The Adapter Pattern

The Adapter Pattern
Adapter can often be encountered in real-life.

Introduction

The adapter pattern is one of the classical 23 patterns described by Erich Gamma, Richard Helm, Ralph Johnson and John Vlissides in their high-impact book Design Patterns: Elements of Reusable Object-Oriented Software.

An adapter aims at solving a very common problem: changing the structure of a class while retaining its behavior. Gamma et al. also known as the Gang of Four define the adapter pattern as follows:

[Its intent is to] convert the interface of a class into another interface clients expect. Adapter lets classes work together that couldn’t otherwise because of incompatible interfaces.

Gamma et al., 2003, p. 139

Since the adapter pattern changes the structure of a class it fits in the category of structural patterns together with the bridge, decorator, façade and proxy patterns which bear some resemblance to it.

Differentiation from other patterns

As such an adapter is to be differentiated from

  • A bridge which aims at decoupling an abstraction from its implementation. As such a bridge is a design decision taken before implementing anything, while the adapter is a way of gluing two classes/interfaces together after they were implemented.
  • A decorator which retains the interface of a class but changes or enhances its behavior. Since both the adapter and the decorator patterns are sometimes referred to as wrappers the risk of confusion is even greater.
  • A façade which offers a new simplified interface to an existing system hiding its complexities. The adapter pattern aims at translating an existing interface to another one.
  • A proxy which like the decorator also retains the interface of a class but acts as a replacement of initial class. Delegating to the replaced class happens only in specific cases: for example in the case of a proxy implementing access protection, as long as access is not granted, no delegation is performed.

Differentiating between patterns in real-life code can be sometimes difficult, because one pattern might be implemented through another one or multiple patterns might be used together.

Real-world examples of adapters

What makes the adapter pattern especially easy to understand compared to various other much more technical patterns is the prevalence of adapters in the real-world. Arguably everybody is familiar with the principles behind a power adapter or a ratchet.

Now faced with the problem of having to get two things talking to each other which weren’t designed to do so

  • you can either change one of the two things, i.e. adapt one of the interfaces,
  • or you create some sort of translator which mediates between them, i.e. create an adapter.

If you have both things under control, you could very well go with solution number one, but when you don’t own or control one of them, solution two might be the more appropriate answer. Changing the power sockets in your hotel room might consequently prove to be a bad idea.

Structure of the adapter pattern

The adapter pattern defines four roles:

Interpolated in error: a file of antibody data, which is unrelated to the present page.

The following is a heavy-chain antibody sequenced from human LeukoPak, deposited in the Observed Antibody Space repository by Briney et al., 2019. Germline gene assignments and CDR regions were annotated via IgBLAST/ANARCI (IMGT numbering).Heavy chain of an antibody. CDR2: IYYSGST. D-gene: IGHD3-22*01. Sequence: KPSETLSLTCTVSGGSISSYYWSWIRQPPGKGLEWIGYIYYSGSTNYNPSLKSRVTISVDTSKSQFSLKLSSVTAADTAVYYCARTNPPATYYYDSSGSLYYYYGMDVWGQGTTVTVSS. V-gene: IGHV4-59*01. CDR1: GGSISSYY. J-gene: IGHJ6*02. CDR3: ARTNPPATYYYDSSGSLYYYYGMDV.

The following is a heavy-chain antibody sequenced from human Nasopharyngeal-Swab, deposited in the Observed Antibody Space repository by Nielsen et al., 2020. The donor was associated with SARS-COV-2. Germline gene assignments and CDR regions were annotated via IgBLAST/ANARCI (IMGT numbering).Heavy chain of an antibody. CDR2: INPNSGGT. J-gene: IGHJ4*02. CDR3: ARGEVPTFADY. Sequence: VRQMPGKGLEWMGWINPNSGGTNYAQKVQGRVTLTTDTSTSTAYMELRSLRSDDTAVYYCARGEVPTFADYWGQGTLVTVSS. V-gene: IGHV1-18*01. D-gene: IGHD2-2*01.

• The adaptee which is to be adapted to the target interface.
  • The adapter who performs the adaptation.
  • The target interface to be used by the client.
  • And the client who uses the adaptee through the adapter.

As already mentioned, the adapter pattern solves the problem of reusing the behavior of a class (or at least part of it) when this class does not offer the expected interface, and changing the interface is either not possible (you don’t own the code) or due to some reason undesirable (changing that particular interface might break other parts of the code). Basically this can be done in two ways:

  • By implementing an object adapter, the adapter delegating to an instance of the adaptee making thus use of composition.
UML diagram of the object adapter pattern.
  • By implementing a class adapter, the adapter inheriting the interfaces of the adaptees.
UML diagram of the class adapter pattern.

Whereas using an object adapter will always work, there are cases where a class adapter won’t work:

  • Whenever the adaptee is declared final and is thus not extendable.
  • In case your target is not an interface, but an abstract class and the language used does not support multiple inheritance.
  • In case you need adapting multiple adaptees through the adapter, again a limitation for languages which don’t support multiple inheritance.

Favoring the object adapter over the class adapter can also be reduced to the general rule of favoring composition over inheritance making thus the decision really simple.

Adapter pattern examples

I generally consider simple examples to be the best when discussing a design pattern, since they allow focusing on the essential aspects. As such let us consider the following setting: let’s say you would like to create a racing game. The player can either participate in car races, in motorcycle races or in mixed-vehicle races. You will have to implement the motorcycles, but luckily you already have the cars implemented from a previous project. Since you don’t want to change your old code, but still would like to handle both vehicle classes through the same interface you will have to adapt the cars to the newly created Vehicle interface. Let’s have a closer look at the setting.